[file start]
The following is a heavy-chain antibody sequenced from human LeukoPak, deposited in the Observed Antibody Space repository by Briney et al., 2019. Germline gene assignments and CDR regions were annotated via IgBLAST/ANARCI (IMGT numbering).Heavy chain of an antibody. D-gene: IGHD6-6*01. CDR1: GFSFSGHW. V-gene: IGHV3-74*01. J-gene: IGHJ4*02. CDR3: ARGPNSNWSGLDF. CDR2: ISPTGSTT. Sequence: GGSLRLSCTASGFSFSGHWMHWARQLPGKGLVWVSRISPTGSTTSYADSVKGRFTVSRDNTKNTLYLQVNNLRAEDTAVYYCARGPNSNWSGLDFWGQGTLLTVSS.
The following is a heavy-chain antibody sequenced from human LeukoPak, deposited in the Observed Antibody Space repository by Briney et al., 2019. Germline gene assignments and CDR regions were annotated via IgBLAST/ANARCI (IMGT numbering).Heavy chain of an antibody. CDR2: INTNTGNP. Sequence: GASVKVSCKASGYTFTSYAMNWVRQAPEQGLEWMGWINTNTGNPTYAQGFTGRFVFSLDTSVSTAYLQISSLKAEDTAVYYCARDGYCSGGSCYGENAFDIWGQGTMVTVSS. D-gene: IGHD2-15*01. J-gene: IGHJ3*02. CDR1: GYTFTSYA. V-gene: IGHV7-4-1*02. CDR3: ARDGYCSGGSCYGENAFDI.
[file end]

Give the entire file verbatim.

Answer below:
The following is a heavy-chain antibody sequenced from human LeukoPak, deposited in the Observed Antibody Space repository by Briney et al., 2019. Germline gene assignments and CDR regions were annotated via IgBLAST/ANARCI (IMGT numbering).Heavy chain of an antibody. D-gene: IGHD6-6*01. CDR1: GFSFSGHW. V-gene: IGHV3-74*01. J-gene: IGHJ4*02. CDR3: ARGPNSNWSGLDF. CDR2: ISPTGSTT. Sequence: GGSLRLSCTASGFSFSGHWMHWARQLPGKGLVWVSRISPTGSTTSYADSVKGRFTVSRDNTKNTLYLQVNNLRAEDTAVYYCARGPNSNWSGLDFWGQGTLLTVSS.
The following is a heavy-chain antibody sequenced from human LeukoPak, deposited in the Observed Antibody Space repository by Briney et al., 2019. Germline gene assignments and CDR regions were annotated via IgBLAST/ANARCI (IMGT numbering).Heavy chain of an antibody. CDR2: INTNTGNP. Sequence: GASVKVSCKASGYTFTSYAMNWVRQAPEQGLEWMGWINTNTGNPTYAQGFTGRFVFSLDTSVSTAYLQISSLKAEDTAVYYCARDGYCSGGSCYGENAFDIWGQGTMVTVSS. D-gene: IGHD2-15*01. J-gene: IGHJ3*02. CDR1: GYTFTSYA. V-gene: IGHV7-4-1*02. CDR3: ARDGYCSGGSCYGENAFDI.